Lorin Stein: The Guardian of a Pantheon
New York, Washington, D.C., Pittsburgh, Chicago, San Francisco, Claremont, Los Angeles. Those were the cities in the whistle-stop tour of Lorin Stein. On his journey, the 37-year-old editor of The Paris Review hopped from train to train promoting a magazine that is 20 years older than him, a magazine that has become a map and a compass for universal literary opinion.
Stein has been described as “New York’s youngest, brightest, boldest literary powerbroker.” He was raised in Washington, D.C., attended the Sidwell Friends School, and graduated from Yale in 1995. Already an American critic and translator, Stein joined Farrar, Straus & Giroux at 25 and built a strong career as an editor.
Last April he replaced Philip Gourevitch–who ran the magazine for five years—and filled the shoes of George Plimpton –the first and legendary editor of The Paris Review. Since then, Stein started a series of revolutionary changes: the new daily blog updates the printed magazine’s content, the redesigned website has 200,000 visitors a month, and the magazine’s relationship with reportage has ended. However, the challenges he faces are steep. The new literary market doesn’t forgive anyone, and forgets almost everyone.
Striving to maintain a universal appeal is a difficult task to put on the shoulders of any editor. In taking over The Paris Review, Stein not only has to deal the magazine’s historically international readership, but also with criticism of the insular nature of United States’ literature. Insularity? Maybe. But Stein made an unusual point: he believes that the United States’ literary community also feels marginalized.
During his brief visit to Pittsburgh, Stein stopped by Sampsonia Way headquarters and took a break for this conversation. We talked about headaches, deadlines, writers, manuscripts, interviews, American awards, brothels and shit detectors. All his answers were infused with intelligence, precision and humour, just like the first issue of The Paris Review that he published.
After having edited books that received the National Book Award, or the Pulitzer Prize, you left Farrar, Straus & Giroux in March to join The Paris Review. What was your biggest fear at that point?
The thing that woke me up in the morning then is the same thing that wakes me up in the morning now: I’m interested in publishing and marketing fiction and poetry — and interviews and contemporary art— that I think should have a much bigger readership.
There is plenty of room for little magazines that don’t try to grow their readership and serve a very specific readership. That’s fine. That’s healthy. But the value of publishing a literary magazine is an open question. If you do it well, then the question is answered for the next month. But it is not a market that exists particularly, and I’m very interested in markets.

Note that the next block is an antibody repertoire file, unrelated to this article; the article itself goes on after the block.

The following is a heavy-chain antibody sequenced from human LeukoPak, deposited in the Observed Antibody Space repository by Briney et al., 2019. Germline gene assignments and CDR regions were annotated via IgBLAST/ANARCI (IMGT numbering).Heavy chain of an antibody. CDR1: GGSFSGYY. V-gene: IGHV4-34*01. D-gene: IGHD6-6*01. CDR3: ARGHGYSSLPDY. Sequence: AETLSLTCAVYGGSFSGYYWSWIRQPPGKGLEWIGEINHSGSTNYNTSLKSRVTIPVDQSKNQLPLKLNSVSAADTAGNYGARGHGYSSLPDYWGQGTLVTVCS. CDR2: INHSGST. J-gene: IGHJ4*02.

In a magazine, the deadlines are tighter and instead of dealing with the single ego of the writer you were editing, you now have to deal with many egos. What are your biggest headaches editing The Paris Review?
No headaches from the writers so far. I think the biggest headache is time: I still don’t know quite what’s going to be in our December issue. I have to learn how to relax and just trust in God…Well, probably not God, unfortunately!
A book can take about a year from the time you get the finished manuscript, so you have all the time in the world to figure out the jacket and all that stuff. A magazine is really different. And I don’t have sang-froid.
In a 2003 interview, George Plimpton said that The Paris Review got about 20,000 manuscripts a year. How many manuscripts have you gotten since you’ve started in April?
I don’t know because I don’t read them all. We have interns and editors who read them. But I spend every weekend, since I’ve started six months ago, reading submissions.
When I worked for a book publisher I wouldn’t keep reading if I saw the first page of a book and it wasn’t something I could imagine giving that much of my life to. Now I’m reading many good short things. There are many times when I ask someone on the staff for a second opinion, and this is new to me.
The Paris Review was founded as an alternative, as a vehicle for the voices of new writers. Is that still true today or does an unknown writer face the terrible phrase: “No unsolicited material accepted.”
No. No. We read it, almost definitely late—we’re still looking at things from March— but we read it. In the fall’s issue is a piece by John Daniels about Brazilian jiu-jitsu. I’d been reading him in N+1, a magazine that I admire at lot. He wrote an essay about hating Kafka and I loved it, so I sent it to all these different magazines, but they wouldn’t publish it, even though it was a good essay. It just wasn’t what they put out. That was the first moment that I thought I might want to, someday, start a book review.
Why was a book review your first thought?
Because I think that book reviews are a great American cultural treasure. And also there’s a tradition of the essay—the belletristic essay—that, in America, we take so much for granted that we don’t even talk about it, but we all read them all the time, and it’s not even considered high art. But if you look at a men’s magazine like GQ, most of them keep on staff at any given time a really serious essayist. I think that’s part of our patrimony…